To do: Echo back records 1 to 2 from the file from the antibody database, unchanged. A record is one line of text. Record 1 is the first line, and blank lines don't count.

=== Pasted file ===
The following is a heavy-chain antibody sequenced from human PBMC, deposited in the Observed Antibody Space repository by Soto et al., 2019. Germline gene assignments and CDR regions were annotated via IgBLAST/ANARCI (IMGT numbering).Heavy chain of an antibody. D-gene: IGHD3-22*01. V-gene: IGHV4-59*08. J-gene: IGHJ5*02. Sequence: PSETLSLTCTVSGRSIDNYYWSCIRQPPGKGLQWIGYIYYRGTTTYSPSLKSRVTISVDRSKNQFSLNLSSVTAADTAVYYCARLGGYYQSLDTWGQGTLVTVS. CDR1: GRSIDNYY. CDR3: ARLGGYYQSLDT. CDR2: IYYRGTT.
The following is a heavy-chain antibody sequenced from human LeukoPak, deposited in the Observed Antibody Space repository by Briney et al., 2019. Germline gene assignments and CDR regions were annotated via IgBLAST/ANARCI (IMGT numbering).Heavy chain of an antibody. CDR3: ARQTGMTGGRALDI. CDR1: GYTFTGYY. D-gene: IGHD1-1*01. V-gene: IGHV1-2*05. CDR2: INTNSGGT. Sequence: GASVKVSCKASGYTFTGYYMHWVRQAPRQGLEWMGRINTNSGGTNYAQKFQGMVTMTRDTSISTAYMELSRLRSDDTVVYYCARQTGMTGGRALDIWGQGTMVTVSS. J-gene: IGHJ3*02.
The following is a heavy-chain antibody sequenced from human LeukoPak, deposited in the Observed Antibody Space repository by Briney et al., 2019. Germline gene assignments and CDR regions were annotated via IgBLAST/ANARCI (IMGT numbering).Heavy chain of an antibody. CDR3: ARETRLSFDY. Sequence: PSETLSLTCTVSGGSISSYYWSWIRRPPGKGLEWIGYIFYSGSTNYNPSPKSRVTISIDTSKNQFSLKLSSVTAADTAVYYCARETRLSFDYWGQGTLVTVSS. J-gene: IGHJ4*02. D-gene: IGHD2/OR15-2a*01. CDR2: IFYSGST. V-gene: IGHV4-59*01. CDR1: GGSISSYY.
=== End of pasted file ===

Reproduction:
The following is a heavy-chain antibody sequenced from human PBMC, deposited in the Observed Antibody Space repository by Soto et al., 2019. Germline gene assignments and CDR regions were annotated via IgBLAST/ANARCI (IMGT numbering).Heavy chain of an antibody. D-gene: IGHD3-22*01. V-gene: IGHV4-59*08. J-gene: IGHJ5*02. Sequence: PSETLSLTCTVSGRSIDNYYWSCIRQPPGKGLQWIGYIYYRGTTTYSPSLKSRVTISVDRSKNQFSLNLSSVTAADTAVYYCARLGGYYQSLDTWGQGTLVTVS. CDR1: GRSIDNYY. CDR3: ARLGGYYQSLDT. CDR2: IYYRGTT.
The following is a heavy-chain antibody sequenced from human LeukoPak, deposited in the Observed Antibody Space repository by Briney et al., 2019. Germline gene assignments and CDR regions were annotated via IgBLAST/ANARCI (IMGT numbering).Heavy chain of an antibody. CDR3: ARQTGMTGGRALDI. CDR1: GYTFTGYY. D-gene: IGHD1-1*01. V-gene: IGHV1-2*05. CDR2: INTNSGGT. Sequence: GASVKVSCKASGYTFTGYYMHWVRQAPRQGLEWMGRINTNSGGTNYAQKFQGMVTMTRDTSISTAYMELSRLRSDDTVVYYCARQTGMTGGRALDIWGQGTMVTVSS. J-gene: IGHJ3*02.